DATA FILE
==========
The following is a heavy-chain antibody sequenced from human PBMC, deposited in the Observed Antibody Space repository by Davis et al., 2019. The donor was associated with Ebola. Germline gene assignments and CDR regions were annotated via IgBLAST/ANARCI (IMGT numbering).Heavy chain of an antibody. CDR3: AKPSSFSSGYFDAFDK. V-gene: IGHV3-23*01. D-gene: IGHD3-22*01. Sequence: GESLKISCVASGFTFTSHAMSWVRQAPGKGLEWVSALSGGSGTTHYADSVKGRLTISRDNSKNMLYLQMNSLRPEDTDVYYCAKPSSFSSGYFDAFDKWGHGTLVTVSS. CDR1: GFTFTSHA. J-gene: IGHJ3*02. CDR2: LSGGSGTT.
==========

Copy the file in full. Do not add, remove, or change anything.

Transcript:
The following is a heavy-chain antibody sequenced from human PBMC, deposited in the Observed Antibody Space repository by Davis et al., 2019. The donor was associated with Ebola. Germline gene assignments and CDR regions were annotated via IgBLAST/ANARCI (IMGT numbering).Heavy chain of an antibody. CDR3: AKPSSFSSGYFDAFDK. V-gene: IGHV3-23*01. D-gene: IGHD3-22*01. Sequence: GESLKISCVASGFTFTSHAMSWVRQAPGKGLEWVSALSGGSGTTHYADSVKGRLTISRDNSKNMLYLQMNSLRPEDTDVYYCAKPSSFSSGYFDAFDKWGHGTLVTVSS. CDR1: GFTFTSHA. J-gene: IGHJ3*02. CDR2: LSGGSGTT.